From my perspective, the event still didn't have the opportunity to hear directly from people with long term conditions or carers about what matters to them, and that needs addressing.
My apologies if I have mislead anyone.
Dear Rt. Hon Lord Foulkes of Cumnock, Baroness Hilary Armstrong of Hill Top, Lord Archy Kirkwood of Kirkhope, Sir Robert Worcester KBE, DL, Lord Goodlad KCMG PC and Cheryl Gillian MP (GovNet Advisory Board),
As the Advisory Board for GovNet, I wanted to let you know about the Long Term Conditions 2016 conference that took place today that was run by GovNet.
Last year, the event also caught the attention of myself and other patient leaders on Twitter, and we commented vocally on Twitter that it was totally inappropriate for people with long term conditions to not be there. A last minute change was made to include a patient speaker.
But as the event for 2016 was covered on Twitter today, it was like Groundhog day, with no patients or carers who weren't there in a formal professional capacity listed as speakers in the plenary or breakout sessions. I have had no response from the @LTC2016 Twitter account, hence this open letter.
To have an event about long term conditions, without a significant presence of people with long term conditions there, is at best a waste of time and at worst a waste of lives, as systems continue to work around professionals and not with patients.
This is ethically and morally irresponsible and wrong.
If the aim of the conference as state below from the website is true, not having patients and carers there talking about what really matters means that aim can't be achieved. How can you help patients live healthily and independently if we aren't there to tell you how we already live and what would actually help us achieve that? How can you legitimately talk about having leading expert speakers with no speakers holding primarily the expertise of lived experience as non-professionals or non-corporates - now widely recognised as having parity of esteem with professional expertise. Patients and carers are the key stakeholders, of course.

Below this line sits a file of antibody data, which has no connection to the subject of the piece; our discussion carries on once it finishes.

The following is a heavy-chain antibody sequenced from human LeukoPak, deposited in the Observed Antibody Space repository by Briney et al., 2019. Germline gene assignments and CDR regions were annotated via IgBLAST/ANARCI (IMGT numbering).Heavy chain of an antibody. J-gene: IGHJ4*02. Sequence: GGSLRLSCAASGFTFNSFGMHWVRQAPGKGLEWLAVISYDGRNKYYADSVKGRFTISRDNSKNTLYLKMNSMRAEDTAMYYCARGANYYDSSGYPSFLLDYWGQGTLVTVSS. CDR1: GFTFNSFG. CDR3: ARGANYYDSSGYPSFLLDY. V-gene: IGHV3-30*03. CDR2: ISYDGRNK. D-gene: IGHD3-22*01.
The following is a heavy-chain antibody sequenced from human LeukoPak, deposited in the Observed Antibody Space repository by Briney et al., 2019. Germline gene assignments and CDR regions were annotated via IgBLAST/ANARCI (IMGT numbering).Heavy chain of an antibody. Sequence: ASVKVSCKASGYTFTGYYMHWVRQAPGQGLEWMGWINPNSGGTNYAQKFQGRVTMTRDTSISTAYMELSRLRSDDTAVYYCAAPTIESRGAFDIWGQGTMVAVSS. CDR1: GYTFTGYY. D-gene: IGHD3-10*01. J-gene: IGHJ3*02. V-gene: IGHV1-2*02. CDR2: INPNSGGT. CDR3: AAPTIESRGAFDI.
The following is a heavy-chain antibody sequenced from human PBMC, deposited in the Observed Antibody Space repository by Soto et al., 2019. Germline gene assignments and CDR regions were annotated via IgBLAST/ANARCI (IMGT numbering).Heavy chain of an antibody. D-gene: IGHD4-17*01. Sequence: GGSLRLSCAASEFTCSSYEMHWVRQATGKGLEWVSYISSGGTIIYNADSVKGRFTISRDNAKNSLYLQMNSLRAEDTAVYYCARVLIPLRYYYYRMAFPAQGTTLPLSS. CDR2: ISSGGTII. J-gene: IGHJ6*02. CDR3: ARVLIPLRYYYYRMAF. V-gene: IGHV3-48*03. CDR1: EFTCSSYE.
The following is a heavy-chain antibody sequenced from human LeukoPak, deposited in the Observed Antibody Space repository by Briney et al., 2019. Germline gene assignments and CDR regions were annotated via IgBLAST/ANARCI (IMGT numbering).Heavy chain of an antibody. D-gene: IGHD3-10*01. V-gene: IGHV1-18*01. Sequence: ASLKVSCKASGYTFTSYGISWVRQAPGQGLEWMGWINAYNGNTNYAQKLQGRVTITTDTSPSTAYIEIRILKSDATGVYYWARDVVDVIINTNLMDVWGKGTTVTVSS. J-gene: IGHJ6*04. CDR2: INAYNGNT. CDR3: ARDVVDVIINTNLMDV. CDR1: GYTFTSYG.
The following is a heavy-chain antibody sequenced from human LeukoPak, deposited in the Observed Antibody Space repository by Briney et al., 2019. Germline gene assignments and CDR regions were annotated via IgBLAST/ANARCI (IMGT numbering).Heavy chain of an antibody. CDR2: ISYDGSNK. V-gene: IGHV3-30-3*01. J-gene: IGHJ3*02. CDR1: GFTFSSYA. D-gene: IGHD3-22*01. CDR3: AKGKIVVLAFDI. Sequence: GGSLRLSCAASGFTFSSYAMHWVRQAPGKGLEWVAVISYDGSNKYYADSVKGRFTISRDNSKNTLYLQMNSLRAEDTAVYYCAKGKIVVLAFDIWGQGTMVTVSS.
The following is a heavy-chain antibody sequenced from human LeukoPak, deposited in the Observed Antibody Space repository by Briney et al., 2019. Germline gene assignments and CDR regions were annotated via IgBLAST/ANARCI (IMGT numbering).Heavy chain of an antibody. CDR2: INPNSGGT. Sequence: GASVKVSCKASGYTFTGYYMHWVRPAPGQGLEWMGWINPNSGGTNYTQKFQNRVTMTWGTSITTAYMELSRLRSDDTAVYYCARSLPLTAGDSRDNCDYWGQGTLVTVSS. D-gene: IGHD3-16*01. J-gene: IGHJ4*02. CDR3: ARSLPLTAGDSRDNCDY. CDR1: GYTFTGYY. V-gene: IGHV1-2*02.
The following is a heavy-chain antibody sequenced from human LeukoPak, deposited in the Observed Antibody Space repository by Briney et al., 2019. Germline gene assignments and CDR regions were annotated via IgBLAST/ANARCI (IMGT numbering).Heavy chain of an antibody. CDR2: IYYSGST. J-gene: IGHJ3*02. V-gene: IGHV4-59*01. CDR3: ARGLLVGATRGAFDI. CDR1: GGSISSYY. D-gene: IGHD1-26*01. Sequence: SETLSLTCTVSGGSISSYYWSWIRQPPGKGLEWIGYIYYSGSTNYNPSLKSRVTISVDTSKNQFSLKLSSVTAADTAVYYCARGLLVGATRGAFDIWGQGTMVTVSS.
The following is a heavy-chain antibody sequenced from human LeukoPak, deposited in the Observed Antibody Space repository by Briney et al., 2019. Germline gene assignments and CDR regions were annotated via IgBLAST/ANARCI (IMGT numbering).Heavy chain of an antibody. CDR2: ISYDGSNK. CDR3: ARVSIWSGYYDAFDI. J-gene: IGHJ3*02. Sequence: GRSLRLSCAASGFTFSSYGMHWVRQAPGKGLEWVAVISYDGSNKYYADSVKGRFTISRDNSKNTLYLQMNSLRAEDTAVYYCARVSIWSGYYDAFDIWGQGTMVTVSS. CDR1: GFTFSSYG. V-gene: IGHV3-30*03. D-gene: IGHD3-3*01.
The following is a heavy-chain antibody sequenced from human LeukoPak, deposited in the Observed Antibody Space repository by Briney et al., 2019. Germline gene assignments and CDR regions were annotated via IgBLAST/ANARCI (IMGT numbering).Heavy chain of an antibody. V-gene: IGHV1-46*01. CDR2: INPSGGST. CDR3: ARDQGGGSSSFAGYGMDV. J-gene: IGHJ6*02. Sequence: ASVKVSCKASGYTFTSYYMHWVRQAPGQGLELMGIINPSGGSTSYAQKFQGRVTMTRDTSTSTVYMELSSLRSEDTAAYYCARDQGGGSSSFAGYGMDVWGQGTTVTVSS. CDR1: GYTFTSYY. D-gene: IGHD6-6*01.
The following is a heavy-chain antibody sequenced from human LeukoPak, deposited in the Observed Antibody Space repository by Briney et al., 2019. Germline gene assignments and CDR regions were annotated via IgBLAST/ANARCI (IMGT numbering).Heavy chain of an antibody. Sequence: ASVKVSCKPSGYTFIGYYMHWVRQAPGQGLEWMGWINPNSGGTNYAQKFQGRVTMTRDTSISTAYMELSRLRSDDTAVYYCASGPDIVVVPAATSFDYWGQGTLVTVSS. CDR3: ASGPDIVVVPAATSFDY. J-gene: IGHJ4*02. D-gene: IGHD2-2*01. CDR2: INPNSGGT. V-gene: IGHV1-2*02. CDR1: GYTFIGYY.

How can something be prestigious without these essential components of a conversation about health?
...The Long Term Conditions Conference 2016 will explore the policies, strategies and best practice being employed to tackle long-term conditions and help patients live healthily and independently.I am not guilty of 'blue sky thinking' or 'wishful thinking' as patients and carers are already involved in conferences. The BMJ are championing this, building on the work of the PatientsIncluded.
Access to leading expert speakers along with the opportunity to actively network with other sector leaders, decision makers and key stakeholders make this the most prestigious event of its kind. The one day format will provide everything you and your fellow delegates require to move forward under the direction of the current agenda and utilise the information delivered on the day...
NHS England have (to varying degrees) involved patients and carers in their high profile events for long term conditions, such as Future of Health (2013, 2014). The Kings Fund often involve patients in their events, as does the College of Medicine. By many, it is now considered standard in healthcare events to hear from people about what matters to them and their personal experiences of health conditions. There are plenty of people like Rosamund Snow, David Gilbert and Ceinwen Giles who have argued the rationale behind this far more articulately that I can, and I would encourage you to read their work.
There are no excuses left for not involving patients and carers and listening to lived experience in events in 2016.
“You can never make the same mistake twice because the second time you make it, it's not a mistake, it's a choice.”Myself, my fellow patient leaders and the other 15 million people living with long term health conditions and our carers want to know why you have chosen, in 2016, to ignore half of the conversation about long term conditions.
Anya de Iongh
Person living with long term conditions, Patient Leader